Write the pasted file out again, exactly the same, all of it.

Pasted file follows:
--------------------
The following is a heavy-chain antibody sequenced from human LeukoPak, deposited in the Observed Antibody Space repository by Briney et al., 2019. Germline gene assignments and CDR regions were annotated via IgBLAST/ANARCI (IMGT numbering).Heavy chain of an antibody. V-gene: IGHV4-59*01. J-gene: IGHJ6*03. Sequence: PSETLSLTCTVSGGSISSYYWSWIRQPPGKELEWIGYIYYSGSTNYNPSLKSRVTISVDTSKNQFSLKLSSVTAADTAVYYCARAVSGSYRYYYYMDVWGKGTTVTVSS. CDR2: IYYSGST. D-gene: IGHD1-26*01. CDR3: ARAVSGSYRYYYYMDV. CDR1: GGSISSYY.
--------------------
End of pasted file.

The following is a heavy-chain antibody sequenced from human LeukoPak, deposited in the Observed Antibody Space repository by Briney et al., 2019. Germline gene assignments and CDR regions were annotated via IgBLAST/ANARCI (IMGT numbering).Heavy chain of an antibody. V-gene: IGHV4-59*01. J-gene: IGHJ6*03. Sequence: PSETLSLTCTVSGGSISSYYWSWIRQPPGKELEWIGYIYYSGSTNYNPSLKSRVTISVDTSKNQFSLKLSSVTAADTAVYYCARAVSGSYRYYYYMDVWGKGTTVTVSS. CDR2: IYYSGST. D-gene: IGHD1-26*01. CDR3: ARAVSGSYRYYYYMDV. CDR1: GGSISSYY.